Now that we have a good understanding of what is meant by grit and grain as well as the problems with choosing the wrong one, let’s take a look at the grit you should choose for your particular project.

  • Drywall - For drywall projects, you will want to use a medium grain. In fact, it is ideal to use a grit from 120 to 150. Many people find success using 120 followed by a final sand with a 150 grit sandpaper. Any grit coarser than 100 should never be used on drywall as the gashes they make in joint compound will be able to be seen through the paint. Additionally, anything finer than 220 will be frustrating as it will clog easily during sanding. Thus, 120 to 150 is the place to go.
  • Wood - The most frequently used sandpaper grain for most wood projects is medium. It is hard to go wrong with this unless you are working on fine details. For this reason, medium grain sandpaper is great to have on hand in general. Second or third sanding treatments should be done with fine grits of up to 220. If you are wanting to take off paint or round edges, using coarse grits from 60 to 80 will work. Otherwise, this will be too rough and you’ll want to start with medium. For wood projects that will be painted, doing a final sanding with 150 grit is advised. (Related: How To Reface Kitchen Cabinets? We Break It Down)
  • Furniture - A common project for many people involves restoring old furniture. When working with furniture and wood projects that have very fine details, even medium sandpaper will prove too coarse. Thus, you’ll want to focus on fine or even extra fine grains for these projects. However, if you are applying a coat of stain to bare wood, do not use anything more fine than 220.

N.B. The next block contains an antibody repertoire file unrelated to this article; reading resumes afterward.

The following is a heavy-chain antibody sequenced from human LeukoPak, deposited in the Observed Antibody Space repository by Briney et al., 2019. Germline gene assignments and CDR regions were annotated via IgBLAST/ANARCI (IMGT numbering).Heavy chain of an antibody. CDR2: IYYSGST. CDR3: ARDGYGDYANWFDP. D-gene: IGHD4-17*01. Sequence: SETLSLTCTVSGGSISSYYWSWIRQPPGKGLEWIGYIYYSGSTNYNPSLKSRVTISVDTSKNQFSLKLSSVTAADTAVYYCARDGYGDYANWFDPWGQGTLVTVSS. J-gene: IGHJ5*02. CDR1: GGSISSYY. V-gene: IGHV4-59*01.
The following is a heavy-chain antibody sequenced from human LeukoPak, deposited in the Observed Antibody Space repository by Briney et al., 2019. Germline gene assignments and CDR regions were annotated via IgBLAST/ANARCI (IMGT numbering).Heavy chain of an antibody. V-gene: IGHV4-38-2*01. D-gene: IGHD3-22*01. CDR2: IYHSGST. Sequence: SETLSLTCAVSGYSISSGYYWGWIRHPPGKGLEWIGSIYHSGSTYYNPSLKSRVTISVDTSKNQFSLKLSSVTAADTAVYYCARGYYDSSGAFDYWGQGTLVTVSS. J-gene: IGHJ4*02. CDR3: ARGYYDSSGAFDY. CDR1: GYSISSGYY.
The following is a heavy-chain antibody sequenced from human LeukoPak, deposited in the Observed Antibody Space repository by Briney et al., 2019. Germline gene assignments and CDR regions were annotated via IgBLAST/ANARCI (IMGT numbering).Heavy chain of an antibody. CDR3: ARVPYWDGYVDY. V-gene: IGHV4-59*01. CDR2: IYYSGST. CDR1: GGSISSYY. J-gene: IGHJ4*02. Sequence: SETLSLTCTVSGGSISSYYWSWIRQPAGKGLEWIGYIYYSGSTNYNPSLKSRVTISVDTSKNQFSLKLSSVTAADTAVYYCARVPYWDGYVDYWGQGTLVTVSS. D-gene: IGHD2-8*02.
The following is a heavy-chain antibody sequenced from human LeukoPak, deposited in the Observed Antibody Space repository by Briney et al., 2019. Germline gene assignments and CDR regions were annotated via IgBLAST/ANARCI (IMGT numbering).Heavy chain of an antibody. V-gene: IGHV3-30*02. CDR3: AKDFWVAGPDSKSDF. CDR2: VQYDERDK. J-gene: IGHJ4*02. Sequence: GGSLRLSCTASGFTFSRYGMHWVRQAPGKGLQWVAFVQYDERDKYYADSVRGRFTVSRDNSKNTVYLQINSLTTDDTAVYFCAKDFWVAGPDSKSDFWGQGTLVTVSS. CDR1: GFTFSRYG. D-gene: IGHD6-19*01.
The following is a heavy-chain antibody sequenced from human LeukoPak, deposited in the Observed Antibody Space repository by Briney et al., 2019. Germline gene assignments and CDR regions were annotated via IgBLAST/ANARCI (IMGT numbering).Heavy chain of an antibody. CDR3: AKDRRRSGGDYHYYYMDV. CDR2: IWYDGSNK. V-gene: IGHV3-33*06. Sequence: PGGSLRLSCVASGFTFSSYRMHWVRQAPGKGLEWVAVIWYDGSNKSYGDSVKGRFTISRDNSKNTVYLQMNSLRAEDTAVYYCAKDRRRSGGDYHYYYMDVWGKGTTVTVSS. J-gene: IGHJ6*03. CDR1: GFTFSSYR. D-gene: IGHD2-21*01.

• Between Coats of Paint - If you need to sand between applying coats of paint or varnish, you will want to utilize extra fine sandpaper. Typical grits used include 240, 320, and 400. These are extremely fine and best for these types of jobs.

Final Thoughts

Whether sanding down an old countertop, working with wood, or putting up drywall, choosing the right sandpaper grit for your project will ensure that the final results look great. Fortunately, selecting the right sandpaper grit is not rocket science.

Understanding the performance of coarser versus finer grits and the types of projects they work best on is key. Remember, coarse sandpaper is only utilized for the toughest of jobs while medium is often good for a first sanding for all except the finest detailed projects. With this knowledge, you’re assured to have an easier time with your next project.

Kenneth Wilson
November 10, 2021
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Kenneth Wilson

Retired contractor. Currently residing in Southwest Florida. Now in semi-retirement, I write and manage this blog focused on helping home owners make savvy decisions when it comes to finding contractors and getting their projects done. I also operate remodeling design service for homeowners.